1787 — Christoph Willibald Gluck dies

Most famous for his operas, Gluck was an Austrian who first came to prominence as a composer in Italy. Later, he moved to Paris, where his works came to synthesise elements of the Italian and French operatic styles, invigorating the form. One of the most important elements of his approach was to diminish the importance of the singers in favour of a greater concentration on the actual story being related.

His most famous opera is probably Orfeo ed Euridice, first performed in 1762, which showed early moves in his reformist direction. Later works, such as Alceste (1767) and Paride ed Elena (1770), were even more innovative. At the time of his death, Gluck had created 35 full-length operas, plus a number of shorter works and ballets. The composer most directly influenced by him was probably Antonio Salieri, but his reach is great – Mozart, Berlioz and Wagner, among others, all cited him as an influence on their work.

Referenced in:

Decomposing Composers — Monty Python

1793 – Mason and Dixon arrive in Philadelphia

Charles Mason and Jeremiah Dixon were a pair of English astronomers who were hired by Thomas Penn and Frederick Calvert, respectively the proprietors of Pennsylvania and Maryland, to resolve a boundary dispute between the two colonies in 1763. The two had worked together for two years before that, Dixon serving as Mason’s assistant.

The survey took three years to complete – and the pair remained in America for another two years after that, being admitted to the American Society for Promoting Useful Knowledge, in 1768, before they left American in the same way they had entered it: via Philadelphia.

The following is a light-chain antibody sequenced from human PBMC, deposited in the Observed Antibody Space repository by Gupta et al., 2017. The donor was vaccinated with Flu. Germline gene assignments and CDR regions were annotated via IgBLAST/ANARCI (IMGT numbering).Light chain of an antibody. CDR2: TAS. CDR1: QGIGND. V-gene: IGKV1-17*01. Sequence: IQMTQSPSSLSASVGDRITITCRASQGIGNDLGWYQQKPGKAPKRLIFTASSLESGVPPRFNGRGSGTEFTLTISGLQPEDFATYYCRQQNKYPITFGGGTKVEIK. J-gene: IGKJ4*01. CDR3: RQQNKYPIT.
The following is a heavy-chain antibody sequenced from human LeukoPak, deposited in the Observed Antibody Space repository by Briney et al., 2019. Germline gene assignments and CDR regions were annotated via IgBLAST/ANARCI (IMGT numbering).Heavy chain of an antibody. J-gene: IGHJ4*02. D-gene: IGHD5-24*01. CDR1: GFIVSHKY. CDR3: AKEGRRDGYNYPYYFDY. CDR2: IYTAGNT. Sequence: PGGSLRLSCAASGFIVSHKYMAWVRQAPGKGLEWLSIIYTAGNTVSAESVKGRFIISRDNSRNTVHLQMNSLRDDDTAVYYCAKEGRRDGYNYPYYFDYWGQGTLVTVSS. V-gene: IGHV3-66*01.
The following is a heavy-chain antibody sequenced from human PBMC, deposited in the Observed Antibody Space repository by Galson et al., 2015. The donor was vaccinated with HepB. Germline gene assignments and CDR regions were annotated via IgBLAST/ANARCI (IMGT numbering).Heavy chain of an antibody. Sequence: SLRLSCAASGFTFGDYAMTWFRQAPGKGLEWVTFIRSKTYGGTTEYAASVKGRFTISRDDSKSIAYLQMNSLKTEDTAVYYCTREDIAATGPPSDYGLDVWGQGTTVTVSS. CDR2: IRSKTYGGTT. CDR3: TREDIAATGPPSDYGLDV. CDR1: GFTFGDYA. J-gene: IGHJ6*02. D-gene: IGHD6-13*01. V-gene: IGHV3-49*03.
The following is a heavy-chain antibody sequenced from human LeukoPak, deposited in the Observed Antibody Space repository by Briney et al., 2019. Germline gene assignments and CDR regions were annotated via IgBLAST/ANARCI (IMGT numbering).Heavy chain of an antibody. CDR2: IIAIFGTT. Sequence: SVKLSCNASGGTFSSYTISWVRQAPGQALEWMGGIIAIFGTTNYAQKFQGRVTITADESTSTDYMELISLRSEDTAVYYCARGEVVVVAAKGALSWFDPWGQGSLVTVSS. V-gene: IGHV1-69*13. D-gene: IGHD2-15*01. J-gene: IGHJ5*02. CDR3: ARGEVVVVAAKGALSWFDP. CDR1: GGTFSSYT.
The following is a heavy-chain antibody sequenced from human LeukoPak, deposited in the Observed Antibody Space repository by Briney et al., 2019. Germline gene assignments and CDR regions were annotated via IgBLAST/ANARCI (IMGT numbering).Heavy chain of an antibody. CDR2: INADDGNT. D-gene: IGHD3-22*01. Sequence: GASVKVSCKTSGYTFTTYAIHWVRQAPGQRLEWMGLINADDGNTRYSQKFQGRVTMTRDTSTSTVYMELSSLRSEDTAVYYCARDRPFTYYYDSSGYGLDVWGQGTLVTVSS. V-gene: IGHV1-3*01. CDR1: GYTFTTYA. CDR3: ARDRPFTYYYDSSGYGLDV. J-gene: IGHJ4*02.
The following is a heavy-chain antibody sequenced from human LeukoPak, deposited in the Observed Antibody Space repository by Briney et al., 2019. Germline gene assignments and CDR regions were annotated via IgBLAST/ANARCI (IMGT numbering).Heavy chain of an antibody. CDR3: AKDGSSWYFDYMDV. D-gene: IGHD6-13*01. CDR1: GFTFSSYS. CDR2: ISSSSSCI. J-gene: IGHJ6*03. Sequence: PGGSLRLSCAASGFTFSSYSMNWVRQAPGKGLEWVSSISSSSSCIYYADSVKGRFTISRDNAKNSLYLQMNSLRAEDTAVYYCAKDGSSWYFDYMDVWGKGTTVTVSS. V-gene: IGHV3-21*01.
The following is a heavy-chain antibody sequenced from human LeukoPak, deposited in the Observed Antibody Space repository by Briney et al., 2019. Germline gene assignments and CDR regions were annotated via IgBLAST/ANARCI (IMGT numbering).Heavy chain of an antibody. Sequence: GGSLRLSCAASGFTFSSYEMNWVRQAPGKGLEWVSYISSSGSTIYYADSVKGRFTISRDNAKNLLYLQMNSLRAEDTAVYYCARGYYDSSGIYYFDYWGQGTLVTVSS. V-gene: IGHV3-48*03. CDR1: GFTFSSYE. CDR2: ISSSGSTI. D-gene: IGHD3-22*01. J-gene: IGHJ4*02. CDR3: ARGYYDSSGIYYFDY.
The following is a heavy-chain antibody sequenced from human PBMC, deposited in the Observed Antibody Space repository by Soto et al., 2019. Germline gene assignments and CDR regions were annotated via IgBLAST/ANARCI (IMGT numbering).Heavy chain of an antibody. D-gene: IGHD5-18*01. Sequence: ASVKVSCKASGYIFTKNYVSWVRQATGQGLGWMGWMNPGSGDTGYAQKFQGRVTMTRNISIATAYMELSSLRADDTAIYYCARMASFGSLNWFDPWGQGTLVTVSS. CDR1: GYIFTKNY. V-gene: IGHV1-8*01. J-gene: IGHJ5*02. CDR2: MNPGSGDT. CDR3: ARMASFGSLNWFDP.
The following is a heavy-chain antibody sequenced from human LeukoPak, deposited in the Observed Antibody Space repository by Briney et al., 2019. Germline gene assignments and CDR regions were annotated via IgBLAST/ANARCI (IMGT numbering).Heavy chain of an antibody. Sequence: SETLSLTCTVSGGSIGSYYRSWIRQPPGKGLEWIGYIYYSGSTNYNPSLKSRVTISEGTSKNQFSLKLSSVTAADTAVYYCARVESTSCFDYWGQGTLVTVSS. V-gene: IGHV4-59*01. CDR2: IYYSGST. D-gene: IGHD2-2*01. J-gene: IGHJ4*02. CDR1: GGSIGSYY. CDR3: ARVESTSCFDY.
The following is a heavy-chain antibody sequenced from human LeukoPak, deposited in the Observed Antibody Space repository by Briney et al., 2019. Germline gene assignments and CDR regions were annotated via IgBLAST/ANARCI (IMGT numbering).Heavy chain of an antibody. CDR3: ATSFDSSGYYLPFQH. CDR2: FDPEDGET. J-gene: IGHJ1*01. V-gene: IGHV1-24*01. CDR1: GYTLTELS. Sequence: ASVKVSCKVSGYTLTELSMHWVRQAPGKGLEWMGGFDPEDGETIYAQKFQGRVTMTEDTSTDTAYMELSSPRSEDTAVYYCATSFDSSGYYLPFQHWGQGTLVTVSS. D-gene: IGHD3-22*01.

Referenced in:

Sailing To Philadelphia — Mark Knopfler

1966 – The first documented sighting of the West Virginia Mothman takes place

On November 15, 1966, two young couples from Point Pleasant, West Virginia were out for a pleasant drive. Steve and Mary Mallette and Roger and Linda Scarberry later told police that they saw a large white creature whose eyes “glowed red” when the car headlights picked it up. They described it as a large flying man with ten-foot wings following their car.

Unknown to them, five others had sighted the creature three days earlier, but theirs was the first account to make the news, appearing in the Point Pleasant Register the following day. Over the next month, the creature, now called ‘the Mothman’, was sighted several more times, but after the collapse of a nearby bridge and the resulting deaths of 46 people, sightings dried up for a time – a fact that led many to speculate that the Mothman was a harbinger or prophet of the event.

Referenced in:
Sleestak Lightning — Clutch